A “mind-blowing” amount of food intended for disadvantaged families is going to waste in Bendigo because many residents lack the basic cooking skills required to prepare it, according to a major food relief provider.
Bendigo Foodshare operations manager Ray Butler said many of the welfare agencies he supplies refuse to take some fresh foods because very few of their clients know how to cook them.
“Sometimes we get really high quality stuff, fennel [bulbs], all sorts of other things, and no one will take them because they say ‘well no one’s going to cook them, no one knows what to do with them, if we put them in a food parcel they’ll just throw them away’,” he said.
“I have direction from the board to target healthy food – the reality out there in the world is they don’t know how to cook it.”
Mr Butler said many of Bendigo’s most disadvantaged children missed out on healthy food because their parents had never cooked a complete meal before.
“I’ve volunteered a few times at the cooking program with adults with their kids, it’s after school, they have a simple recipe, they have all the ingredients and I still remember a woman saying ‘what’s tuna taste like’,” he said.
“And then another one with a one litre pot of water and I asked her what it was for an she said ‘pasta’ and I said ‘well you’re cooking a whole packet, you’ll need a big saucepan’, [she said] ‘oh I’ve never cooked pasta before’.”
Mr Butler said Bendigo Foodshare was forced to throw away about 7500 kilograms of bread each month, despite overwhelming demand, because welfare agencies’ clients either do not want it or do not know what to do with it.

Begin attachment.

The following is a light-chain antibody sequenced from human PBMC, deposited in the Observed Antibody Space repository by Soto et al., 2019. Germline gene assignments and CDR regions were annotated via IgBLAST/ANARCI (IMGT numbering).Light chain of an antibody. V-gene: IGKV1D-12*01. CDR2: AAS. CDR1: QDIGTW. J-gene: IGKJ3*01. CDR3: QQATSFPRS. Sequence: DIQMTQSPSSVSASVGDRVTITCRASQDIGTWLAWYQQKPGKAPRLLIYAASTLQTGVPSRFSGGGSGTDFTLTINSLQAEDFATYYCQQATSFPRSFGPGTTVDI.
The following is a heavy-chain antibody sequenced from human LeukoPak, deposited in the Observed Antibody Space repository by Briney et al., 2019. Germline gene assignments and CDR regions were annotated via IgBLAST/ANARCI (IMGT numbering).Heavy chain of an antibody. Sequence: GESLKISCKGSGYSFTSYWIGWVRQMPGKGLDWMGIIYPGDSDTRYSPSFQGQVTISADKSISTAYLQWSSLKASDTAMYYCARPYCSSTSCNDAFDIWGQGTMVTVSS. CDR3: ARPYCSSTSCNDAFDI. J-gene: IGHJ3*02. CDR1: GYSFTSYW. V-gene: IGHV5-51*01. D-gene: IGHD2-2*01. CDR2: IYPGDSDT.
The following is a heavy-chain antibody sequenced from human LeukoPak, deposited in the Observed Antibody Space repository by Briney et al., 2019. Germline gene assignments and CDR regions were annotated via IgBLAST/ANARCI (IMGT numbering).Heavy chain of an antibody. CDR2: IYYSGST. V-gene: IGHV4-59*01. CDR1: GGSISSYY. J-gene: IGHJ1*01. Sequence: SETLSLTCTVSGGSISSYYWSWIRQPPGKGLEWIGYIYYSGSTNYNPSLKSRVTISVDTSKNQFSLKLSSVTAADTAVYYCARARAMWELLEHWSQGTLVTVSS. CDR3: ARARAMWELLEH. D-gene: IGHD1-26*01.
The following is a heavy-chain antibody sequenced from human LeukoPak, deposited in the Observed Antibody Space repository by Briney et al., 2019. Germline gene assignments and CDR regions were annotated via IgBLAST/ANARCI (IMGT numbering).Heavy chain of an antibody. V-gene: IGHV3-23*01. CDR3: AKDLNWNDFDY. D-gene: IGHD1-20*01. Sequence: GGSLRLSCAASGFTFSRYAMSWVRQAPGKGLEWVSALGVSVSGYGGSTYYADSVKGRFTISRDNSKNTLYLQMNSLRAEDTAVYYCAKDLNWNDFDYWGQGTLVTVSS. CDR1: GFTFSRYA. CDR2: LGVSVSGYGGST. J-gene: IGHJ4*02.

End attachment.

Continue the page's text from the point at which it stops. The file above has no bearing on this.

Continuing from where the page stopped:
“We average 12,000 kilograms of bread we pick up every month from the three Coles stores in Bendigo, we hand out about 4500 kilograms,” he said.
“Other people collect from Coles as well so it’s a huge amount of waste that they dump or it goes and feeds pigs or cows.”
Mr Bulter said even the simplest food preparation skills which many people took for granted were out of reach for some food relief clients.
“They probably don’t have a bread knife so they can’t slice bread – one of the agencies bought a carton of bread knives at one point but no one wanted to take them,” he said.
“That agency got all their bread donated by a well-known baking chain and it’s not sliced and they get 15 boxes with nine loafs in each box every day and they can’t get rid of it because people don’t know how to slice bread.”
However Mr Butler said there were a number of school programs helping to educate children and their parents about how to cook a healthy meal, which was slowly chipping away at the problem.
“I was at Eaglehawk Primary School on Monday, they have a Steph Alexander garden and kitchen and for students from grade three upwards it’s part of the curriculum,” he said.
“We were there watching them chopping up onions, making salads and pasta and they serve the meals on plates and sit at a table and eat which is a whole new experience for most of them.
“Lightning Reef Primary School is another one that has cooking programs for parents and it runs every Wednesday for six weeks and it’s right down to the basics of how to cook pasta, many of them don’t know how.
“The idea is… to provide food so children can concentrate and learn.”